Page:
Adult ESOL Programs as Agents of Immigrant Integration

Immigration defines the past, present, and future of the United States. Immigrants’ contributions to U.S. society and their integration underlie the nation’s progress to date and its ability to thrive in the future.* Immigrants and their children will account for 85% of the net growth in the U.S. workforce over the next 20 years; by 2030, nearly one in five U.S. workers will be immigrants.**,*** Ensuring that immigrants can capitalize on their current education and experience and access additional education and training is key to communities’ prosperity. As well, immigrants’ civic integration strengthens the social and political fabric of communities.

Adult English for Speakers of Other Languages (ESOL) programs have an important role to play in advancing this integration of immigrants inside and outside of the classroom. As one of the first places newcomers turn to for support in navigating their new environments, ESOL programs are uniquely positioned to facilitate activities that can help immigrants build the skills that will enable them to function effectively in the economic and civic life of their communities.

Immigrant integration is a dynamic, two-way process in which immigrants and the receiving society work together to build secure, vibrant, and cohesive communities.**** Therefore, ESOL programs that embrace an immigrant integration mission face the challenge of developing activities that go beyond classroom-based language instruction – they involve bringing the community into the classroom and the classroom into the community.

Networks for Integrating New Americans

Networks for Integrating New Americans is a new, national initiative that seeks to position adult education programs as key contributors to local, multi-sector networks formed to advance immigrant integration. It is sponsored by the U.S. Department of Education Office of Vocational and Adult Education (OVAE) and led by World Education and its partners: the National Partnership for New Americans (NPNA), IMPRINT, and Welcoming America. The initiative aims to strengthen adult education programs’ ability to 1) improve immigrants’ access to effective and innovative English language programs; 2) support immigrants on the path to citizenship; and 3) support immigrants’ career development through training and education. The project seeks to break down silos and address gaps in existing services for immigrants while tapping into the potential of adult ESOL programs to be more active agents of immigrant integration.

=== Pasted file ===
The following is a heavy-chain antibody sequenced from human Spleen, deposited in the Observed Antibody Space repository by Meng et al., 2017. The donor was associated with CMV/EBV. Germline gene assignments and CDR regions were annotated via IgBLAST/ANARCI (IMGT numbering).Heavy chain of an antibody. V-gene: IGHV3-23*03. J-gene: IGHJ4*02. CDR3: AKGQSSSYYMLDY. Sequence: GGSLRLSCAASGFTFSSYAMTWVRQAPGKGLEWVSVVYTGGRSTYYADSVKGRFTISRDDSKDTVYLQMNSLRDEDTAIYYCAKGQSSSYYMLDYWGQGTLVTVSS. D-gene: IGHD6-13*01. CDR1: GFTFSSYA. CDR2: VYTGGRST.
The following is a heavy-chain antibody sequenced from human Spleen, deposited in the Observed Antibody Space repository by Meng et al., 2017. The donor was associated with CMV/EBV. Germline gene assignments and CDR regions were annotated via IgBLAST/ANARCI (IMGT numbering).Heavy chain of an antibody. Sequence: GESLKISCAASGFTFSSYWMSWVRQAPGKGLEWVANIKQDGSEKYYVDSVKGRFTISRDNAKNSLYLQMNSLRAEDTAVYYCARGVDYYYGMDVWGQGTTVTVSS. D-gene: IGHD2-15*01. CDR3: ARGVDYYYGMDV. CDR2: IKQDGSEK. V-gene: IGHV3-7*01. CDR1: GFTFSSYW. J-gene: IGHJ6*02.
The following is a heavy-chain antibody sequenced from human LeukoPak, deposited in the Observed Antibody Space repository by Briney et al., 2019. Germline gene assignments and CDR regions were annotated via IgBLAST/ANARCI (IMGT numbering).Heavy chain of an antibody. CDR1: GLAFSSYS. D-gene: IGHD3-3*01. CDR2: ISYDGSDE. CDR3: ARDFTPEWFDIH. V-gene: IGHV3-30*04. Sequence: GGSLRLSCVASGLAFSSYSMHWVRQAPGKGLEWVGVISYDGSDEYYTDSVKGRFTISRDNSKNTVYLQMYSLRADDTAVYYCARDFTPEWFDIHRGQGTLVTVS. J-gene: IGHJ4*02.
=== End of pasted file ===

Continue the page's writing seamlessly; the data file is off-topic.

Five networks of organizations will be selected by February 2014 through a national, open, and competitive application process. They will receive technical assistance from World Education, its partners, and other experts to strengthen local networks’ operations and ability to better facilitate immigrants’ linguistic, economic, and civic integration.

Network for Integrating New Americans Theoretical Framework
The initiative’s implementation is guided by a Theoretical Framework that is based on theory and research about immigrant integration and related promising practices. The project intentionally uses organizational networks as the primary vehicle for promoting immigrant integration because, when the organizations in the immigrant and receiving communities are collaborating and aligned, they are able to mobilize both communities to address common needs, share their unique strengths, and find a constructive path through times of transition.

The Networks for Integrating New Americans project facilitates the integration of services that support three pillars of integrations: linguistic, economic, and civic. Such services have historically been compartmentalized by service type, populations served, or program goals. As community networks work together to assess the strengths and gaps in their combined services, however, they will be able to build more fluid connections among those services (referrals, joint projects, etc.), address missing pieces, and create new collaborative efforts. With such coordination, the networks can have a greater collective impact than each of its member organizations does separately.

Linguistic Integration. It is clear that the ability to communicate in English is critical for immigrants to be able to attain better jobs, advance in their careers, participate more fully in civic life, and become more integral members of the larger community.*****-******* Linguistic integration is a gradual process in which ESOL providers play a central role that can be strengthened in multiple ways. Examples of linguistic integration topics that the initiative will focus on include: ESOL literacy; Multi-level classes; Use of technology to accelerate learning; College and career readiness; Learner persistence; and Parental engagement and family learning.